In 1990, the Bargi Dam was the first project to be completed on the Narmada River. It was a disaster. By 1997, the dam irrigated a mere 24,000 hectares of land—5.4 percent of the original layout of the proposed 4,37,000 hectares. The dam displaced 162 villages and 1,14,000 people without any notice, as opposed to the official estimate of 101 villages and 70,000 villagers. A majority of the families did not receive any compensation or rehabilitation benefits. Some received small cash compensations from the government, varying from Rs 500 to Rs 9,940 per acre. Twenty-seven years later, in 2017, those who lost their land and fields to the Bargi Dam did not have roads or electricity in their new villages.

Kailash Awashya was a teacher at a government school in Piplud village in Madhya Pradesh’s Barwani district when he joined the Andolan in 1990. During the monsoon of 1991, he witnessed the devastation caused by flash-floods in Manibeli—a low-lying group of three settlements about 192 kilometres from Barwani and closest to the Sardar Sarovar in Maharashtra. The floods were exacerbated because the dam raised the water levels in the reservoir. In July 1991, locals from Manibeli decided to solicit “death by drowning” as a protest against the state, even as flood waters gushed into their homes. They defined their resistance as a jal samarpan—surrender to water—and refused to accept the government’s offers of resettlement. The police had to drag protestors out of their homes. Between April and August 1991, Manibeli witnessed multiple incidents of mass arrests, lathi charges, harassment and intimidation of local residents.

“My heart stopped when I felt the water surge around me, and I thought, oh god, the dam is going to kill us,” Awashya recalled. From where he stood in Manibeli, he could see the Sardar Sarovar Dam. By the time he returned to Barwani, he had made up his mind. “I felt we had no option but to fight.” In 1996, Kailash resigned his job as a teacher and joined the NBA full-time.

On 17 September this year, the NBA protested on the Kasrawad Bridge, which connects a two-lane state highway over the Narmada River. I watched as over one thousand people from the valley sat on motorbikes, atop tractors, on buses or had walked to the site. A microphone blared speeches, songs and slogans as the protestors occupied the bridge under the afternoon sun. The NBA reminded the protestors that they were there to denounce Modi’s birthday celebrations at the Sardar Sarovar.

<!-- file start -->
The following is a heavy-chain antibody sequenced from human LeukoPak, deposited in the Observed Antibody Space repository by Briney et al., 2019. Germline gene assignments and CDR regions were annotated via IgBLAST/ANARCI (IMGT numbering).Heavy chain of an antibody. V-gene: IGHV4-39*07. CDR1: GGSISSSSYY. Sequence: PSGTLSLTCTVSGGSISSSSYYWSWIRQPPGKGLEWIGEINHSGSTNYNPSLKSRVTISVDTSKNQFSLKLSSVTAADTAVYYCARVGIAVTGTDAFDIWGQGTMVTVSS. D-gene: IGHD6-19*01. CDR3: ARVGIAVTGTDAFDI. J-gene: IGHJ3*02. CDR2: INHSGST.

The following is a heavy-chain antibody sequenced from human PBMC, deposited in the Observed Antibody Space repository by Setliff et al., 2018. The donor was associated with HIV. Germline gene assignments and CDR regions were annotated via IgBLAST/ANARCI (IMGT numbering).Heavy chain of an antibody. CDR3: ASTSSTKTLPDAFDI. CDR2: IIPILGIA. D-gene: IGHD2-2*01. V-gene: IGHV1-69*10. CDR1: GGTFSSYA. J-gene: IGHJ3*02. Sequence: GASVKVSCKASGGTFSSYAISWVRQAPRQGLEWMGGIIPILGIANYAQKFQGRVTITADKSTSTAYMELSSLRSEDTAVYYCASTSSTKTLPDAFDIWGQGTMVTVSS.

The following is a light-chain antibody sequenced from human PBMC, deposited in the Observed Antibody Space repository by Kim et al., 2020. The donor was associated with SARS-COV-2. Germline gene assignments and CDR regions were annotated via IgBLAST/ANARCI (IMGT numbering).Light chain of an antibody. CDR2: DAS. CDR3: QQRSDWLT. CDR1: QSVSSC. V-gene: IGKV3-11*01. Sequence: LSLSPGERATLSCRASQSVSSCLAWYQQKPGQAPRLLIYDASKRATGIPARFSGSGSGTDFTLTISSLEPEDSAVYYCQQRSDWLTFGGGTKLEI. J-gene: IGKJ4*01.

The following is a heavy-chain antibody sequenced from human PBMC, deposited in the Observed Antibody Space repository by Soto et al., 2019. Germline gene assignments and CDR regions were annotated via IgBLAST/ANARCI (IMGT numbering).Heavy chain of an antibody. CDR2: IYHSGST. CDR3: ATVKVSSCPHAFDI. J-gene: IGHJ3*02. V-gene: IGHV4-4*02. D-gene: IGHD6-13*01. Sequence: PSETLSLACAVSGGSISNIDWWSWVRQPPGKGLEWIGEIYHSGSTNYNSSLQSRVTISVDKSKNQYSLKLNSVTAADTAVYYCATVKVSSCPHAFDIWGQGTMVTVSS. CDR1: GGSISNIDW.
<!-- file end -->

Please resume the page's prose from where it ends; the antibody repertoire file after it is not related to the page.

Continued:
Residents of the Narmada Valley protest on the Kasrawad Bridge on 17 Septmeber, even as the prime minister Narendra Modi inspected new projects built to boost the dam’s tourism appeal. Akshit Sharma

“We have come with our demands, our sorrows, our stories. We want to spread the news in the villages and in the cities that our villages are being drowned—the bananas and cotton fields that have neither been surveyed or compensated have been submerged,” Mansuri spoke into the microphone, her anger and emotion crackling in the breeze. “Many farmers and labourers have died, but today, they die because they are being drowned.” The Narmada had broken her banks, swallowed a temple, and eaten into the river-facing huts of the Kasrawad village right behind where she stood.

On the bridge, I spoke to Jagdish Gansham, a farmer from Bagut village in the Barwani district. Gansham lost his home to the rising reservoir waters. One acre out of his two-acre landholding drowned in August this year; the remaining land was marooned by the reservoir waters of the river. In a pattern common among farmers who have lost farmland in the region, Gansham now worked as a construction labourer in Barwani town. He described the Andolan as a family. “We have been fighting for people’s rights for the last 34 years.” He has been a member of the NBA for the past 15 years. “When my father died, I took his place.” Over the years, he went to meetings and protests in Indore, Bhopal and Delhi. “The village is united in this struggle; even people who have received compensation are standing in solidarity with those who have been excluded.” A day before the Kasrawad rally, NBA workers had rushed to mobilise protestors. “Find a tractor and come in large numbers,” Kailash Yadav, a farmer from the Kasrawad village who has been involved with the movement for the last 28 years, said. “We need to fight this together.”

In every village I visited before the rally, residents asked Andolan workers if Patkar will be present at the protest. To the people of the valley, Patkar is the movement’s leader. She is the voice of the NBA in court rooms, to the media, to the government and on the international stage. She is also everyone’s elder sister. They are inspired by her courage, energy and campaigning power.